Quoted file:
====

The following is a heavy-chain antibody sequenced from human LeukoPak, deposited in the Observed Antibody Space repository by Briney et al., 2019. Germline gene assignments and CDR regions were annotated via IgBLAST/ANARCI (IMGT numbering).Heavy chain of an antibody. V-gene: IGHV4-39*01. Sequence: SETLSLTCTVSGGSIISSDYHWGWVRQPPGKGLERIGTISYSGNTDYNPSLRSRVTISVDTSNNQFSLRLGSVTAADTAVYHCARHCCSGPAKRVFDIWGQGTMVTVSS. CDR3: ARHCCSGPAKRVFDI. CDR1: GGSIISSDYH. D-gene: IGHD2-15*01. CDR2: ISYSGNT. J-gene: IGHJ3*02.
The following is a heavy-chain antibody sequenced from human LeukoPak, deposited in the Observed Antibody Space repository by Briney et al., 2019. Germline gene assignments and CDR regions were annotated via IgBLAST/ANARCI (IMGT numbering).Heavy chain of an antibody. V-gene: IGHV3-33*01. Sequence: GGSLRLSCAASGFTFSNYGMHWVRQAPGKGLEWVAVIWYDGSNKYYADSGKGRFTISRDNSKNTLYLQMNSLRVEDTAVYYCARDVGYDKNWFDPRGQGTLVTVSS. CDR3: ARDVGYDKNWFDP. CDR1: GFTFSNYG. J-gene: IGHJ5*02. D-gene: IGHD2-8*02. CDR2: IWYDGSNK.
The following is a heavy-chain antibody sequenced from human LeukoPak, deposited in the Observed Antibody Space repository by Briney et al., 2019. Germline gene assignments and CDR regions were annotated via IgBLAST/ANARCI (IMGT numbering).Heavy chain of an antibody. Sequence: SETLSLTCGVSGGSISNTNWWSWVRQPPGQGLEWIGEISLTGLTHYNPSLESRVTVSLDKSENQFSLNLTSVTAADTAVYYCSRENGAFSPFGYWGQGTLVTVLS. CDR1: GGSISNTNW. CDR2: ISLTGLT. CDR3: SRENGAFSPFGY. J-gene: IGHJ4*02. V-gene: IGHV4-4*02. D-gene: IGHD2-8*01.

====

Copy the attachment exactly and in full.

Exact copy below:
The following is a heavy-chain antibody sequenced from human LeukoPak, deposited in the Observed Antibody Space repository by Briney et al., 2019. Germline gene assignments and CDR regions were annotated via IgBLAST/ANARCI (IMGT numbering).Heavy chain of an antibody. V-gene: IGHV4-39*01. Sequence: SETLSLTCTVSGGSIISSDYHWGWVRQPPGKGLERIGTISYSGNTDYNPSLRSRVTISVDTSNNQFSLRLGSVTAADTAVYHCARHCCSGPAKRVFDIWGQGTMVTVSS. CDR3: ARHCCSGPAKRVFDI. CDR1: GGSIISSDYH. D-gene: IGHD2-15*01. CDR2: ISYSGNT. J-gene: IGHJ3*02.
The following is a heavy-chain antibody sequenced from human LeukoPak, deposited in the Observed Antibody Space repository by Briney et al., 2019. Germline gene assignments and CDR regions were annotated via IgBLAST/ANARCI (IMGT numbering).Heavy chain of an antibody. V-gene: IGHV3-33*01. Sequence: GGSLRLSCAASGFTFSNYGMHWVRQAPGKGLEWVAVIWYDGSNKYYADSGKGRFTISRDNSKNTLYLQMNSLRVEDTAVYYCARDVGYDKNWFDPRGQGTLVTVSS. CDR3: ARDVGYDKNWFDP. CDR1: GFTFSNYG. J-gene: IGHJ5*02. D-gene: IGHD2-8*02. CDR2: IWYDGSNK.
The following is a heavy-chain antibody sequenced from human LeukoPak, deposited in the Observed Antibody Space repository by Briney et al., 2019. Germline gene assignments and CDR regions were annotated via IgBLAST/ANARCI (IMGT numbering).Heavy chain of an antibody. Sequence: SETLSLTCGVSGGSISNTNWWSWVRQPPGQGLEWIGEISLTGLTHYNPSLESRVTVSLDKSENQFSLNLTSVTAADTAVYYCSRENGAFSPFGYWGQGTLVTVLS. CDR1: GGSISNTNW. CDR2: ISLTGLT. CDR3: SRENGAFSPFGY. J-gene: IGHJ4*02. V-gene: IGHV4-4*02. D-gene: IGHD2-8*01.